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(Aylika / Pixabay)

Determined to close a loophole in a seven-year-old city law, aldermen advanced a measure Monday that would ban pet stores from selling dogs, cats and rabbits at a profit.

Learn when to step in, when to back off

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Well-meaning good Samaritans often mistake baby animals left alone as being abandoned. (James D Long / Pixabay)

Just because a baby animal is spotted on its own doesn’t mean it’s been abandoned or orphaned. Before “rescuing” the critter, call the experts.

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A section of open beach is being added to the protected Montrose Dune Natural Area. (Patty Wetli / WTTW News)

Conservationists are celebrating a big win for wildlife along Chicago’s lakefront, where the expansion of a “treasured” natural area will give more room to some high-profile occupants: a pair of endangered Great Lake piping plovers, Monty and Rose.

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In this Nov. 20, 2020, file photo, a bald eagle grabs a fish from the Susquehanna River near the Conowingo Dam, in Havre De Grace, Md. (AP Photo / Julio Cortez)

The number of American bald eagles has quadrupled since 2009, with more than 300,000 birds soaring over the lower 48 states, government scientists said in a report Wednesday.

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Garfield Park Conservatory's "Saturation" exhibit. (Patty Wetli / WTTW News)

After months of staring at Chicago’s bleak and barren winter landscape, Garfield Park Conservatory’s spring show is a bit like landing in Oz.

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Great Lakes piping plovers, like the one pictured, need more protected habitat along Chicago's lakefront, advocates say. (Vince Cavalieri / U.S. Fish and Wildlife Service)

Ald. James Cappleman has joined the chorus of supporters lobbying the Chicago Park District to set aside a section of Montrose Beach as protected habitat for Monty and Rose, Chicago’s beloved pair of Great Lakes piping plovers.

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Birding enthusiasts are piggybacking on the March Madness format. (Courtesy of Forest Preserve District of Will County)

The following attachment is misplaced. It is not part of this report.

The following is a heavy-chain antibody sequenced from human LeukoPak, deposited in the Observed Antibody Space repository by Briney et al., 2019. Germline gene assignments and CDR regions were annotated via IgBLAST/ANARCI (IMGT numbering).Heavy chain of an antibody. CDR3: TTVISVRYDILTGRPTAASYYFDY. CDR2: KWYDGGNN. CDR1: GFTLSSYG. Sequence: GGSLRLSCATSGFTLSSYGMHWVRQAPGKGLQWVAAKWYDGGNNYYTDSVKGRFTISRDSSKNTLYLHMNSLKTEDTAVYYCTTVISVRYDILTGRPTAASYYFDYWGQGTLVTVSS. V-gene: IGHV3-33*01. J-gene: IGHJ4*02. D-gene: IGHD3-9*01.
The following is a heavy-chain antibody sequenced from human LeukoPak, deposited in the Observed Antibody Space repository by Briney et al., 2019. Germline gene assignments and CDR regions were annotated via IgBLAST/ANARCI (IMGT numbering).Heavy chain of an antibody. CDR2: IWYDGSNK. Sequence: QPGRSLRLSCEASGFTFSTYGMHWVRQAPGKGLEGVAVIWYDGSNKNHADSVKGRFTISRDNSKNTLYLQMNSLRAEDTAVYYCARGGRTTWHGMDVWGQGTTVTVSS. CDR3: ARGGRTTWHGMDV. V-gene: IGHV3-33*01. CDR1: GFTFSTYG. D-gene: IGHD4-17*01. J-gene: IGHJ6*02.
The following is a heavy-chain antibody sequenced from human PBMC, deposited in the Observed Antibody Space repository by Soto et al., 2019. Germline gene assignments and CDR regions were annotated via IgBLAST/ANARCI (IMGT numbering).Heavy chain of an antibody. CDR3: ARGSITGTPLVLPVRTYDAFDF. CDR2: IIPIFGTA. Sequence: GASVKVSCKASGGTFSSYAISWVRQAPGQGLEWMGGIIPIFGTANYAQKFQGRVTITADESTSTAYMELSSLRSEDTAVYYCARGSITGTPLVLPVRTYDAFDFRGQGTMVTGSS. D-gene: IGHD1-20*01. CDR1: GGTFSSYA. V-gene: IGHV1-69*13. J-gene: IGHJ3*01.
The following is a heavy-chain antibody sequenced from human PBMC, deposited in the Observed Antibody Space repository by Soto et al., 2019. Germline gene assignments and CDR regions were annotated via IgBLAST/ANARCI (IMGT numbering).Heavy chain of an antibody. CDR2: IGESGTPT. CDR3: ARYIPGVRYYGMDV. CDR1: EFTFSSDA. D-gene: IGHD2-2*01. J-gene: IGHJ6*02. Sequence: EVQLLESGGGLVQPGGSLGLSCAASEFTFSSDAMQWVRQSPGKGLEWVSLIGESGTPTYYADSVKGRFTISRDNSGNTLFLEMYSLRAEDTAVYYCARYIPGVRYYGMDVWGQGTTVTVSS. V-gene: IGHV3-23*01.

Is birding a sport? That’s up for debate even within the birding community, but you can’t say the activity isn’t competitive. There’s not one, but two March Madness-style tournaments involving birds underway.

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An American woodcock, aka, timberdoodle. (Flickr / USFWS Midwest Region)

The Chicago Ornithological Society has resumed small group bird hikes. Masks are a must, as is social distancing. 

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Dr. Lester Fisher (Courtesy of Lincoln Park Zoo)

Dr. Lester Fisher has led a remarkable life, from taking care of Gen. George Patton’s bulldog Willie during his service in World War II to a more than four-decade association with Lincoln Park Zoo, where he started out as a part-time veterinarian. 

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Meet Brookfield Zoo’s new mother-daughter Mexican wolves, Sibi and Lorena. (Jim Schulz / Chicago Zoological Society)

After self-imposed winter breaks, Lincoln Park Zoo and Brookfield Zoo are reopening to guests, with a number of safety precautions in place due to the coronavirus. Here’s what to expect.

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Periodical cicadas are identifiable by their red eyes. (Dan Keck / Pixabay)

Reports that millions of 17-year cicadas will emerge from underground in the Chicago area this spring aren’t true. They’re coming in 2024. 

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Chimpanzees and red kangaroos are among the competitors in March Mammal Madness 2021. (Simon Bardet / Pixabay; Pierre_Rigou / Pixabay)

Forget Duke versus North Carolina. This annual contest raises the rivalry stakes, pitting species against species in this annual winner-takes-all online tournament that’s as educational as it is weird.

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Cook County Forest Preserves naturalist Ryan DePauw holds a great horned owl, the largest owl found in the region, at the River Trail Nature Center on Feb. 18, 2021. (WTTW News)

Animals that wouldn’t be able to survive on their own in the wild are getting the care they need, and are helping educate the public, at five forest preserve nature centers around Cook County. But during COVID-19, people aren’t allowed to go inside these centers, so the animals and their caretakers reach out virtually.

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Nearly a year after lakefront parks were closed due to the coronavirus, officials are set to announce their reopening. (WTTW News)

The Chicago Park District announced Tuesday that lakefront parks and playgrounds will reopen, nearly a year after they were closed due to the coronavirus.

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Protests against General Iron's relocation to the Southeast Side have been ongoing for months, including a march on the mayor's house in November 2020. (Annemarie Mannion / WTTW News)

“The people, wildlife and wetlands of the Calumet area have borne more than their share of pollution, and it’s time for the City of Chicago to find a different way,” conservation organizations said in support of the General Iron hunger strikers.

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In this Monday, Feb. 1, 2021 file photo, emissions from a coal-fired power plant are silhouetted against the setting sun in Independence, Mo. (AP Photo / Charlie Riedel)

Humans are making Earth a broken and increasingly unlivable planet through climate change, biodiversity loss and pollution. So the world must make dramatic changes to society, economics and daily life, a new United Nations report says.